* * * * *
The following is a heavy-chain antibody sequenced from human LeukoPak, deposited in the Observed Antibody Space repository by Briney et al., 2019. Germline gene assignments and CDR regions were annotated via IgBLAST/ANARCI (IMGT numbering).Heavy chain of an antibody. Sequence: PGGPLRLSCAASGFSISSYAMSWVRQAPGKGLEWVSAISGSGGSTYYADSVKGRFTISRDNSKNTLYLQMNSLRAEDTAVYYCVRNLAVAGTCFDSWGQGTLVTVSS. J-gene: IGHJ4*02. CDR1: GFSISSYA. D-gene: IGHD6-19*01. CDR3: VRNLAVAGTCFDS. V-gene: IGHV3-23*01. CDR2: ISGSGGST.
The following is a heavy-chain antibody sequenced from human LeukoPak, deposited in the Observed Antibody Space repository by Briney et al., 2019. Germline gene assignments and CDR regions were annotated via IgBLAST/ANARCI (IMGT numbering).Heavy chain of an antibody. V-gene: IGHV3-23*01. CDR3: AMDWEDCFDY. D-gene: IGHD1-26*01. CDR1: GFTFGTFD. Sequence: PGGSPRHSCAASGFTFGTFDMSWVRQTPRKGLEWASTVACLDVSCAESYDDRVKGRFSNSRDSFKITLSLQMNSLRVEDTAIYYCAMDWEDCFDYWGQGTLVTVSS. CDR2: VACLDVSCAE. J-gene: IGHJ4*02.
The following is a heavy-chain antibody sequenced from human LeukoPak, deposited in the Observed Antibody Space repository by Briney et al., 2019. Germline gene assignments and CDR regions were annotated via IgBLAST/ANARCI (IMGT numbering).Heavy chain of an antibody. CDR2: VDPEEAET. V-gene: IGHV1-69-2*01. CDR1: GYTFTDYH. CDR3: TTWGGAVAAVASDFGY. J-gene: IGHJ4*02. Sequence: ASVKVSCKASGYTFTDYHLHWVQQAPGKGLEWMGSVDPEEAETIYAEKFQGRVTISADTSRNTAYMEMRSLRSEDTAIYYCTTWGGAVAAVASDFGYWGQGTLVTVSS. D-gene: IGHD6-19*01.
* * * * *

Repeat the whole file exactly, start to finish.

The following is a heavy-chain antibody sequenced from human LeukoPak, deposited in the Observed Antibody Space repository by Briney et al., 2019. Germline gene assignments and CDR regions were annotated via IgBLAST/ANARCI (IMGT numbering).Heavy chain of an antibody. Sequence: PGGPLRLSCAASGFSISSYAMSWVRQAPGKGLEWVSAISGSGGSTYYADSVKGRFTISRDNSKNTLYLQMNSLRAEDTAVYYCVRNLAVAGTCFDSWGQGTLVTVSS. J-gene: IGHJ4*02. CDR1: GFSISSYA. D-gene: IGHD6-19*01. CDR3: VRNLAVAGTCFDS. V-gene: IGHV3-23*01. CDR2: ISGSGGST.
The following is a heavy-chain antibody sequenced from human LeukoPak, deposited in the Observed Antibody Space repository by Briney et al., 2019. Germline gene assignments and CDR regions were annotated via IgBLAST/ANARCI (IMGT numbering).Heavy chain of an antibody. V-gene: IGHV3-23*01. CDR3: AMDWEDCFDY. D-gene: IGHD1-26*01. CDR1: GFTFGTFD. Sequence: PGGSPRHSCAASGFTFGTFDMSWVRQTPRKGLEWASTVACLDVSCAESYDDRVKGRFSNSRDSFKITLSLQMNSLRVEDTAIYYCAMDWEDCFDYWGQGTLVTVSS. CDR2: VACLDVSCAE. J-gene: IGHJ4*02.
The following is a heavy-chain antibody sequenced from human LeukoPak, deposited in the Observed Antibody Space repository by Briney et al., 2019. Germline gene assignments and CDR regions were annotated via IgBLAST/ANARCI (IMGT numbering).Heavy chain of an antibody. CDR2: VDPEEAET. V-gene: IGHV1-69-2*01. CDR1: GYTFTDYH. CDR3: TTWGGAVAAVASDFGY. J-gene: IGHJ4*02. Sequence: ASVKVSCKASGYTFTDYHLHWVQQAPGKGLEWMGSVDPEEAETIYAEKFQGRVTISADTSRNTAYMEMRSLRSEDTAIYYCTTWGGAVAAVASDFGYWGQGTLVTVSS. D-gene: IGHD6-19*01.